Indian analysts state "flare-ups" in the Rann of Kutch region were routine, and despite bilateral agreements, both India and Pakistan had conducted air intrusions in the past. Thus, the fact that the Atlantic was shot down, despite coming close to the Indian border, came as a surprise. Indian officials add that Pakistan military aircraft had violated Indian airspace at least 50 times since January 1999, showing videotapes of Pakistani Atlantics "buzzing", or flying provocatively near the Indian Navy's warships in the Indian Ocean. Some Indian analysts stated that the Atlantic was nearly destroyed in 1983 on a similar encounter and noted other close encounters and violations from Pakistani naval planes.
Some experts stated that the Atlantic was probably conducting a "probe" on India's air defence system, mainly the radar equipment in the border area; however, they advised that it was not part of any planned aggressive military action by Pakistan. Foreign diplomats who visited the crash site noted that the plane "may have strayed into restricted space", and that Islamabad was unable to explain why it was flying so close to the border; they however added that India's reaction to the incident was not justified. Many countries, the G8, the permanent members of the UN Security Council, as well as the western media questioned the wisdom behind Pakistan's decision to fly military aircraft so close to the Indian border.
Rise in tensions
On the day following the attack, an IAF helicopter carrying journalists to the site of the attack was attacked by the Pakistan Army with a surface-to-air missile. Pakistani officials asserted that two Indian jets had intruded into Pakistani airspace near the Atlantic wreckage site, along the border between the Indian state of Gujarat and Pakistan's Sindh Province, and were then fired upon by Pakistan. International and Indian television journalists travelling in the chopper said the aircraft shook severely and a flash appeared in the air, suggesting a missile had been fired at it. The IAF thus aborted their mission to display Atlantic wreckage on Indian soil.
Following this, and the rising tensions in the area coupled by the fact that the Sir Creek was a disputed territory, both the countries' militaries near the Rann of Kutch and nearby were put on high alert. Pakistan sent a company of soldiers, equipped with both laser guided and infrared homing shoulder-fired surface-to-air missiles, to the site near the border. Coming barely weeks after the Kargil Conflict where both nuclear armed countries fought high altitude warfare, this incident was seen with growing concern around the world. The US State Department termed the subcontinent as being in a state of "continued high-stakes tension."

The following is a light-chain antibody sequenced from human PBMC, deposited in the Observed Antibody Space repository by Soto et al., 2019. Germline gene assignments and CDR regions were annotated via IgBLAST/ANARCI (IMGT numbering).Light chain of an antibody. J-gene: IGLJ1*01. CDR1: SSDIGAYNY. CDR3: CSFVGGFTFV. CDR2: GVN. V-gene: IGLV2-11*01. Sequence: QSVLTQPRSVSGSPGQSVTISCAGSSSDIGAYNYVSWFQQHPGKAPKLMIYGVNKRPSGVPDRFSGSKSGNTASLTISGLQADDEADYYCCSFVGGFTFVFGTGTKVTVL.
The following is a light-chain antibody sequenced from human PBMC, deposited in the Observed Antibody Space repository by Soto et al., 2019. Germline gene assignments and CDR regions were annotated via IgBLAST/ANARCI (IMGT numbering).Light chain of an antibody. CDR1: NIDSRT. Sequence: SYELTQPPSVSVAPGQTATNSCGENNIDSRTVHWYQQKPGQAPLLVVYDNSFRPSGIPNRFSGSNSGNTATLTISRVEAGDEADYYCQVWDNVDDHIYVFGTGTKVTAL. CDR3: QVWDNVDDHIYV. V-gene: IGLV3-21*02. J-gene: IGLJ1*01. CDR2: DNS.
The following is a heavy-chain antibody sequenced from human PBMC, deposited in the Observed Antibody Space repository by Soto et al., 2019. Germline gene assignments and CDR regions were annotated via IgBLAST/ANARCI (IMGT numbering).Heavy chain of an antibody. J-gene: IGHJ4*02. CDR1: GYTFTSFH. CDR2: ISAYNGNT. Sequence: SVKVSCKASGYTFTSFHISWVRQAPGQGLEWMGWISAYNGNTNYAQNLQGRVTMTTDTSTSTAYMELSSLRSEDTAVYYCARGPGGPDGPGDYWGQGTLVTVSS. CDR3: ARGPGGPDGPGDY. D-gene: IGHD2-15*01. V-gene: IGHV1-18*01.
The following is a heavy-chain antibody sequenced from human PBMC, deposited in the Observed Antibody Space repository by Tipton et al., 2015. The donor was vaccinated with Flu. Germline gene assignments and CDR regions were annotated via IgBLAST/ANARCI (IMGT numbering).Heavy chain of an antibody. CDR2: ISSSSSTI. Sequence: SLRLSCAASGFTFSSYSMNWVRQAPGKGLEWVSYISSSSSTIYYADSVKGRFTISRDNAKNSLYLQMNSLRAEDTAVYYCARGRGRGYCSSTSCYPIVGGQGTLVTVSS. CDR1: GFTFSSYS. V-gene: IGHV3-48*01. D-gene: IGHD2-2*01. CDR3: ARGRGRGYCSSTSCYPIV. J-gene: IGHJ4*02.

On 21 September 1999, Pakistan lodged a compensation claim at the International Court of Justice (ICJ) in The Hague, accusing India of shooting down an unarmed aircraft. Pakistan sought about US$60 million in reparations from India and compensation for the victims' families. India's attorney general, Soli Sorabjee, argued that the court did not have jurisdiction, citing an exemption it filed in 1974 to exclude disputes between India and other Commonwealth States, and disputes covered by multi-lateral treaties. In the buildup to the case, India also contended that Pakistan had violated the 1991 bilateral agreement between Pakistan and India on air violations, which states: "Combat aircraft (including, Bombers, Reconnaissance aircraft, Jet military trainers and Armed helicopters) will not fly within 10 km of each other's airspace including Air Defense Identification Zone."
On 21 June 2000, the 16-judge Bench headed by Gilbert Guillaume of France ruled—with a 14–2 verdict—upholding India's submission that the court had no jurisdiction in this matter. Pakistan's claims were dropped, without recourse to appeal, and the outcome was seen as a decision highly favourable to India. The Pakistan government had spent close to 25 million Pakistani rupees (approx. $400,000) on the case.
In India, the incident made the two pilots of the MiG-21s into instant heroes. On 8 October 2000, the prestigious Vayusena medal was awarded to Squadron Leader P.K. Bundela. The medal was also awarded to Wing Commander V.S. Sharma (the fighter controller who tracked the Atlantic, guided the pilot and ordered him to attack the plane) and Squadron Leader Pankaj Vishnoi, the helicopter pilot who recovered a part of the Atlantic's debris from the marshy border regions of the Rann.
The downing of the Pakistani aircraft came at a particularly bad juncture for the Pakistani prime minister, Nawaz Sharif. Two months later, he was deposed in a bloodless coup d'état by General Pervez Musharraf.